What is cat flu and how is it caused?
Cat Flu is the name used to describe the cold or flu-like symptoms that accompany an infection of the upper respiratory tract in cats.
Around 80% of cat flu cases are caused by either feline herpes virus or feline calici virus (or both). There are other, less common causes such as chlamydophila felis, and bordetella, which causes kennel cough in dogs.
How do cats catch cat flu?
Cat Flu is spread through direct contact, through droplets in the air and via contaminated surfaces.
Are all cats susceptible to cat flu?
While any cat with insufficient immunity can contract cat flu, it is more common in kittens before their vaccine has had time to create adequate protection. Very young kittens can get some immunity from their mother, but this does not last and it is also possible for pregnant cats to pass the infection on to her young.
Can I catch cat flu?
There have been no known cases of a human becoming infected with either feline herpes or calicivirus.
What are the clinical signs of cat flu?
Signs of cat flu include sneezing and nasal discharge, runny eyes, lethargy, loss of appetite, mouth ulcers and a cough.
How is cat flu diagnosed?
Cat flu will be suspected based on your pet’s symptoms, but to make a definitive diagnosis your vet will need to take a blood sample as well as a swab from your cat’s nose. Diagnosis can be tricky when cats are infected with more than one infection at the same time.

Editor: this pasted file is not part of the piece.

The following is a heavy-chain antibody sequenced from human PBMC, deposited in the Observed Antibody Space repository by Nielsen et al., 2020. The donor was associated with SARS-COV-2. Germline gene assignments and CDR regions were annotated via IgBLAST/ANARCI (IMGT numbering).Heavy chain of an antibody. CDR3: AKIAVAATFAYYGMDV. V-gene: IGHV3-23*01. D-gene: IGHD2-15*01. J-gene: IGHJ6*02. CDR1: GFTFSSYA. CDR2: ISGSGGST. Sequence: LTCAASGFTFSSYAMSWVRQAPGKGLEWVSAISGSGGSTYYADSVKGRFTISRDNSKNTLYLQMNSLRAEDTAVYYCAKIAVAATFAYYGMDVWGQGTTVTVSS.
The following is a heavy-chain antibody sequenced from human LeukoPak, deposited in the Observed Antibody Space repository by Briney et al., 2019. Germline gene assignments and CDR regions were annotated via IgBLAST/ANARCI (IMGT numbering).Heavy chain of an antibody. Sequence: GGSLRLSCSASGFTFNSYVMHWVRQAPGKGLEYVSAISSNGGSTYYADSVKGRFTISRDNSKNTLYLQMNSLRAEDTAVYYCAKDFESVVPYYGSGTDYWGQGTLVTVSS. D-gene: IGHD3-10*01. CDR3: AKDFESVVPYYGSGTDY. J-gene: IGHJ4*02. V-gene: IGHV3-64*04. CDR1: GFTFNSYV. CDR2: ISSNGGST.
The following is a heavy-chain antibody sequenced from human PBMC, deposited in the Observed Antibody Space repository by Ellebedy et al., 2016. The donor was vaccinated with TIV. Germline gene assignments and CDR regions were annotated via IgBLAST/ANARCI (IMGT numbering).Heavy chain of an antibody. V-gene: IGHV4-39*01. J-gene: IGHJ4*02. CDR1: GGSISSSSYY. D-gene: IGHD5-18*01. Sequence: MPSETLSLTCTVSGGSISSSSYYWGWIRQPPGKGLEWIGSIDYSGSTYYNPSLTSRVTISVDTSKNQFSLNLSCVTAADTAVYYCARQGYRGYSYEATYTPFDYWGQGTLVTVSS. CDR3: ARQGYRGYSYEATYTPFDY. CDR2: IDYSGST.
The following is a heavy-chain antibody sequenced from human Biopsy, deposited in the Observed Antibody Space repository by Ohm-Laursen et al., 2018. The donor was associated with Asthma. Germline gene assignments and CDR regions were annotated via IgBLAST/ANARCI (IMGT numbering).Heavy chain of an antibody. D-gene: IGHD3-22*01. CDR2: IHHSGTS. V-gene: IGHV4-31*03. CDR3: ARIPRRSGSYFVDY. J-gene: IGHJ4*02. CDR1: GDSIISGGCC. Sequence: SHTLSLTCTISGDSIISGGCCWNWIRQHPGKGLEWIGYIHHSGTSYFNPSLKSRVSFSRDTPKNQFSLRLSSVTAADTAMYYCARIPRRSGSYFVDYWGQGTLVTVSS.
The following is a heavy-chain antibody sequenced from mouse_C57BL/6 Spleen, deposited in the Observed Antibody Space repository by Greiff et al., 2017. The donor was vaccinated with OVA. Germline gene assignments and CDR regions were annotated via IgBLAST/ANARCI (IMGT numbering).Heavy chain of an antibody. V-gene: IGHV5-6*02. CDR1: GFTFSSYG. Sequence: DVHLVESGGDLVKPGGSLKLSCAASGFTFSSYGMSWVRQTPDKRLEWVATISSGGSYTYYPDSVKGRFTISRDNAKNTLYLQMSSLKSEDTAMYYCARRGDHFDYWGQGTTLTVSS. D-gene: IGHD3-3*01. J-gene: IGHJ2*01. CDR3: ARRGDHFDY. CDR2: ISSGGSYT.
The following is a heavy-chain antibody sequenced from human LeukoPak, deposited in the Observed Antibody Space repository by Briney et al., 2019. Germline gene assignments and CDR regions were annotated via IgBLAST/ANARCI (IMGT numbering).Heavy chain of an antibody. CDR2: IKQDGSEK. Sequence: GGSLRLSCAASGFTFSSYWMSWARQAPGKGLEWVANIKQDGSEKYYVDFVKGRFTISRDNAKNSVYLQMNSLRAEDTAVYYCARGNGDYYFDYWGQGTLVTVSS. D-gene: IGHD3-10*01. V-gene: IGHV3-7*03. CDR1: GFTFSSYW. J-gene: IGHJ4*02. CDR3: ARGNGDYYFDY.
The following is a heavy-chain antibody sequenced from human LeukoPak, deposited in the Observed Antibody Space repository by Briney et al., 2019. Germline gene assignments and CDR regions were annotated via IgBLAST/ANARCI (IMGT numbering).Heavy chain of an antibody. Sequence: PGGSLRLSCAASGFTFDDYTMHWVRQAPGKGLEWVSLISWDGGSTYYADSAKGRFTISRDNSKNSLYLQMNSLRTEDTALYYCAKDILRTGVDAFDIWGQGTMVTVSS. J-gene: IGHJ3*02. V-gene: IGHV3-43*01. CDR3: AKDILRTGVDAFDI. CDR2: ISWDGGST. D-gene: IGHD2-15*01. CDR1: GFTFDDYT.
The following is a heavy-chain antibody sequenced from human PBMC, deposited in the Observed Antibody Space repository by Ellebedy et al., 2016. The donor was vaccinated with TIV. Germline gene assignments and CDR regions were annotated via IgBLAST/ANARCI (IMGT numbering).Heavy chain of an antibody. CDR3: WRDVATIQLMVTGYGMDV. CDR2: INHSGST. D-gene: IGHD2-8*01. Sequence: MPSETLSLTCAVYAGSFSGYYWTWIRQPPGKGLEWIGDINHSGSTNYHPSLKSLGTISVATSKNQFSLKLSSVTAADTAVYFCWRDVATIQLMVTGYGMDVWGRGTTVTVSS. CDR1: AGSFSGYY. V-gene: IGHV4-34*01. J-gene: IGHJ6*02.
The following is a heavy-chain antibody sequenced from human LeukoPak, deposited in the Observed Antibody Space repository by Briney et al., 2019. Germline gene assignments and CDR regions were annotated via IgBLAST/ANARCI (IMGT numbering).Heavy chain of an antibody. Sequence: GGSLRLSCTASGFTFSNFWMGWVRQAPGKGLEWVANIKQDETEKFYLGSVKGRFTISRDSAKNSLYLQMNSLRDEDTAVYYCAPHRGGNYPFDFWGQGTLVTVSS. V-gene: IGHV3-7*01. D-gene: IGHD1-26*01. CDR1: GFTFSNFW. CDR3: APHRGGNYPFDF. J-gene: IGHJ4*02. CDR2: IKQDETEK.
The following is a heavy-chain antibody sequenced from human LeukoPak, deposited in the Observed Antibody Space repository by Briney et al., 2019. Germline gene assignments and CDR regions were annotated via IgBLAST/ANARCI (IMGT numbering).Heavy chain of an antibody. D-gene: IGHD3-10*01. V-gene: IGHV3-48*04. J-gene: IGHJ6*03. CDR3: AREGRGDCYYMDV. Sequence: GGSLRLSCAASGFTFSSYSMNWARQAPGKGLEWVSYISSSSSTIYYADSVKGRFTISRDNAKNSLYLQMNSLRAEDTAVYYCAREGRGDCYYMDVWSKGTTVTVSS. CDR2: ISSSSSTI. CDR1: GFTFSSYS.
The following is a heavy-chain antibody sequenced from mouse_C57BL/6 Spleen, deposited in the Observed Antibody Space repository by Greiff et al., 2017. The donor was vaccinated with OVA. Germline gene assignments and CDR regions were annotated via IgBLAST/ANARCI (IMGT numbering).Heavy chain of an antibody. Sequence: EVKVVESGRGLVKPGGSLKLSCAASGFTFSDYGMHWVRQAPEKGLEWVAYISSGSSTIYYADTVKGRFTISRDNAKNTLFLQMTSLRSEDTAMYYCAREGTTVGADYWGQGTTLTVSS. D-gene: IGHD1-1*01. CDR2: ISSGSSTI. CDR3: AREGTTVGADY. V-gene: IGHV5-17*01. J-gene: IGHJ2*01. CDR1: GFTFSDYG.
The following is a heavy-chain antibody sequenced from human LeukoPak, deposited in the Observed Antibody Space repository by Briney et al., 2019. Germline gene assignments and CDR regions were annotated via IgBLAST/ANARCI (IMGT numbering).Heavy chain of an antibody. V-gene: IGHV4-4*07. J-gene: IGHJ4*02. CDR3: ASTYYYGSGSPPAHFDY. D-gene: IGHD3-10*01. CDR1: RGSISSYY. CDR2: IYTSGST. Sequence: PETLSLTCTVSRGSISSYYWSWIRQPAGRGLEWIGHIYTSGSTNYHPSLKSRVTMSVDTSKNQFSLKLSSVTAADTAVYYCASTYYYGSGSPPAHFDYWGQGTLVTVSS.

How is cat flu treated?
Unfortunately, there is no effective cure for cat flu as it is normally caused by a virus. As with the human flu, if symptoms are mild then good nursing care, combined with supportive treatment such as nebulising and eye ointments, should be enough help the cat to recover. Any hard secretions should be removed from the cat’s nose, eyes and mouth as this can prevent them from eating or drinking, leading to dehydration.
Some cat may require more urgent treatment for example, if the symptoms or more serious or they are showing signs of pneumonia. If this is the case treatment generally involves intravenous fluids and supplementary oxygen therapy.
Cat flu vaccination
There is a vaccine available for most strains of cat flu, and it is advisable to vaccinate your kitten as early as possible (nine weeks of age) as this is the most effective way of preventing disease spread. There are vaccines available for the bacterial form of this disease.
Be aware that much like the human flu vaccine, feline flu vaccines are not always 100% effective, and even vaccinated cats can become carriers of the disease without showing any symptoms, leaving them at risk of infecting other cats.
Cat Health Information
Find out more
To assist owners in understanding more about a health conditions that are specific to cats we have put together a range of information sheets to talk you through some of the more common health concerns seen and treated by our General Practice Vets.